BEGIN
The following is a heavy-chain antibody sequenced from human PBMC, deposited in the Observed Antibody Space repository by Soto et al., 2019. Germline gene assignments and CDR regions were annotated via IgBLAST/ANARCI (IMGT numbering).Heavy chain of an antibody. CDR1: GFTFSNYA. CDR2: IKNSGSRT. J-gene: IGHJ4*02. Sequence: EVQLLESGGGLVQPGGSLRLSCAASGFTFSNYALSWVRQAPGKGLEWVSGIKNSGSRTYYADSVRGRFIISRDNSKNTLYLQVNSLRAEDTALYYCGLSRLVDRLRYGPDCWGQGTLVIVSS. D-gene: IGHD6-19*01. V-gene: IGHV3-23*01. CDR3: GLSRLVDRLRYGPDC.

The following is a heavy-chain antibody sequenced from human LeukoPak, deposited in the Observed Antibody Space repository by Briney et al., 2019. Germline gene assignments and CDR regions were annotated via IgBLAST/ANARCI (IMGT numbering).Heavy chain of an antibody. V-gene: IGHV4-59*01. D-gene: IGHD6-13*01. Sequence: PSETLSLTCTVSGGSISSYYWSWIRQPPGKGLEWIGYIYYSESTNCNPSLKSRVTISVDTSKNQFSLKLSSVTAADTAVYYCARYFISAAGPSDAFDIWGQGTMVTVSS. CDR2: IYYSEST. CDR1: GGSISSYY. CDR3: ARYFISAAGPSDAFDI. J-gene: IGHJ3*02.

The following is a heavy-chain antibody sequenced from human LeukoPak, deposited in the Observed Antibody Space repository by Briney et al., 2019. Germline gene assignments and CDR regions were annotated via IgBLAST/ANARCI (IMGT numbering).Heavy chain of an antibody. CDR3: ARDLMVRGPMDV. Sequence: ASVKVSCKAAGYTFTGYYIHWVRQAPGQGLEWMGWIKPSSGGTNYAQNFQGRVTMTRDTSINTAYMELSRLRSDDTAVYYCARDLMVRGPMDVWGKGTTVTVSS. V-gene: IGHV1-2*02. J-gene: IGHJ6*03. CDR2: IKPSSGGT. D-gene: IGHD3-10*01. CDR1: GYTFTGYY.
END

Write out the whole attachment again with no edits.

The following is a heavy-chain antibody sequenced from human PBMC, deposited in the Observed Antibody Space repository by Soto et al., 2019. Germline gene assignments and CDR regions were annotated via IgBLAST/ANARCI (IMGT numbering).Heavy chain of an antibody. CDR1: GFTFSNYA. CDR2: IKNSGSRT. J-gene: IGHJ4*02. Sequence: EVQLLESGGGLVQPGGSLRLSCAASGFTFSNYALSWVRQAPGKGLEWVSGIKNSGSRTYYADSVRGRFIISRDNSKNTLYLQVNSLRAEDTALYYCGLSRLVDRLRYGPDCWGQGTLVIVSS. D-gene: IGHD6-19*01. V-gene: IGHV3-23*01. CDR3: GLSRLVDRLRYGPDC.

The following is a heavy-chain antibody sequenced from human LeukoPak, deposited in the Observed Antibody Space repository by Briney et al., 2019. Germline gene assignments and CDR regions were annotated via IgBLAST/ANARCI (IMGT numbering).Heavy chain of an antibody. V-gene: IGHV4-59*01. D-gene: IGHD6-13*01. Sequence: PSETLSLTCTVSGGSISSYYWSWIRQPPGKGLEWIGYIYYSESTNCNPSLKSRVTISVDTSKNQFSLKLSSVTAADTAVYYCARYFISAAGPSDAFDIWGQGTMVTVSS. CDR2: IYYSEST. CDR1: GGSISSYY. CDR3: ARYFISAAGPSDAFDI. J-gene: IGHJ3*02.

The following is a heavy-chain antibody sequenced from human LeukoPak, deposited in the Observed Antibody Space repository by Briney et al., 2019. Germline gene assignments and CDR regions were annotated via IgBLAST/ANARCI (IMGT numbering).Heavy chain of an antibody. CDR3: ARDLMVRGPMDV. Sequence: ASVKVSCKAAGYTFTGYYIHWVRQAPGQGLEWMGWIKPSSGGTNYAQNFQGRVTMTRDTSINTAYMELSRLRSDDTAVYYCARDLMVRGPMDVWGKGTTVTVSS. V-gene: IGHV1-2*02. J-gene: IGHJ6*03. CDR2: IKPSSGGT. D-gene: IGHD3-10*01. CDR1: GYTFTGYY.